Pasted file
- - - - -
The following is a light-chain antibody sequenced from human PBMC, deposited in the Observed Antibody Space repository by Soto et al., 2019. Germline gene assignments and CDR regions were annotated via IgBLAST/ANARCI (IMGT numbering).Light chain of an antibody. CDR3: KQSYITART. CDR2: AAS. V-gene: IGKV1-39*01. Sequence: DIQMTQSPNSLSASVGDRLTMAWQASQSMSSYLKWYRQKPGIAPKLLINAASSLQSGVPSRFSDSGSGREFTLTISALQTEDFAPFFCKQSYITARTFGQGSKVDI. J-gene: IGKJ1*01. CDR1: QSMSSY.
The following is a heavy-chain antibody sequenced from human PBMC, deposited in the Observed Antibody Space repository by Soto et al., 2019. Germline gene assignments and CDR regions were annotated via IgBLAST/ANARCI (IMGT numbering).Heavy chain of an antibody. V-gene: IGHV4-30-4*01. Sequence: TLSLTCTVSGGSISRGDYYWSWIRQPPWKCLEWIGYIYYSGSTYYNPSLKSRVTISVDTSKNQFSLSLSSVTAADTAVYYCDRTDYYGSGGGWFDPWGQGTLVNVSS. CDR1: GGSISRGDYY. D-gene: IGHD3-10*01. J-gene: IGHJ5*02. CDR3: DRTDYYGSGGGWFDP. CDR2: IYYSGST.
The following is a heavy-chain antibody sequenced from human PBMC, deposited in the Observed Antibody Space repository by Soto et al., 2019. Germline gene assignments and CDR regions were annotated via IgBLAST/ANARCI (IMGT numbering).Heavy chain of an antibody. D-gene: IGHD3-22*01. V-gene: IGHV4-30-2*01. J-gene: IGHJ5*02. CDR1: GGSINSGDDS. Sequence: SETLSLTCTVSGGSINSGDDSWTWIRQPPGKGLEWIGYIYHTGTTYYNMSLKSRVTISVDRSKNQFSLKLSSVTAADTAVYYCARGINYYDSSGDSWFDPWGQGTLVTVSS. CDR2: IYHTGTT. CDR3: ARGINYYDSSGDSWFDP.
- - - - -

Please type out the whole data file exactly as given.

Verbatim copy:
The following is a light-chain antibody sequenced from human PBMC, deposited in the Observed Antibody Space repository by Soto et al., 2019. Germline gene assignments and CDR regions were annotated via IgBLAST/ANARCI (IMGT numbering).Light chain of an antibody. CDR3: KQSYITART. CDR2: AAS. V-gene: IGKV1-39*01. Sequence: DIQMTQSPNSLSASVGDRLTMAWQASQSMSSYLKWYRQKPGIAPKLLINAASSLQSGVPSRFSDSGSGREFTLTISALQTEDFAPFFCKQSYITARTFGQGSKVDI. J-gene: IGKJ1*01. CDR1: QSMSSY.
The following is a heavy-chain antibody sequenced from human PBMC, deposited in the Observed Antibody Space repository by Soto et al., 2019. Germline gene assignments and CDR regions were annotated via IgBLAST/ANARCI (IMGT numbering).Heavy chain of an antibody. V-gene: IGHV4-30-4*01. Sequence: TLSLTCTVSGGSISRGDYYWSWIRQPPWKCLEWIGYIYYSGSTYYNPSLKSRVTISVDTSKNQFSLSLSSVTAADTAVYYCDRTDYYGSGGGWFDPWGQGTLVNVSS. CDR1: GGSISRGDYY. D-gene: IGHD3-10*01. J-gene: IGHJ5*02. CDR3: DRTDYYGSGGGWFDP. CDR2: IYYSGST.
The following is a heavy-chain antibody sequenced from human PBMC, deposited in the Observed Antibody Space repository by Soto et al., 2019. Germline gene assignments and CDR regions were annotated via IgBLAST/ANARCI (IMGT numbering).Heavy chain of an antibody. D-gene: IGHD3-22*01. V-gene: IGHV4-30-2*01. J-gene: IGHJ5*02. CDR1: GGSINSGDDS. Sequence: SETLSLTCTVSGGSINSGDDSWTWIRQPPGKGLEWIGYIYHTGTTYYNMSLKSRVTISVDRSKNQFSLKLSSVTAADTAVYYCARGINYYDSSGDSWFDPWGQGTLVTVSS. CDR2: IYHTGTT. CDR3: ARGINYYDSSGDSWFDP.